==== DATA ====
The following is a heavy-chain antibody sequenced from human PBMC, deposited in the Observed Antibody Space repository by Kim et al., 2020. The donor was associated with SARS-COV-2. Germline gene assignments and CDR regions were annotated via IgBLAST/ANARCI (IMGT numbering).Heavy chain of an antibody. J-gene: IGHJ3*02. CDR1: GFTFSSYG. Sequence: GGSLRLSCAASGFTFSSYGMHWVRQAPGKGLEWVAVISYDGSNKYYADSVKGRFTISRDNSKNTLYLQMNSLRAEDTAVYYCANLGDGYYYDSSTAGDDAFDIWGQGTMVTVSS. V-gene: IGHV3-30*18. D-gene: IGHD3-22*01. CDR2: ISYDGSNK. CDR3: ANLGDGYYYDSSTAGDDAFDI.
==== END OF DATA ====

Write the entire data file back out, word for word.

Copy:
The following is a heavy-chain antibody sequenced from human PBMC, deposited in the Observed Antibody Space repository by Kim et al., 2020. The donor was associated with SARS-COV-2. Germline gene assignments and CDR regions were annotated via IgBLAST/ANARCI (IMGT numbering).Heavy chain of an antibody. J-gene: IGHJ3*02. CDR1: GFTFSSYG. Sequence: GGSLRLSCAASGFTFSSYGMHWVRQAPGKGLEWVAVISYDGSNKYYADSVKGRFTISRDNSKNTLYLQMNSLRAEDTAVYYCANLGDGYYYDSSTAGDDAFDIWGQGTMVTVSS. V-gene: IGHV3-30*18. D-gene: IGHD3-22*01. CDR2: ISYDGSNK. CDR3: ANLGDGYYYDSSTAGDDAFDI.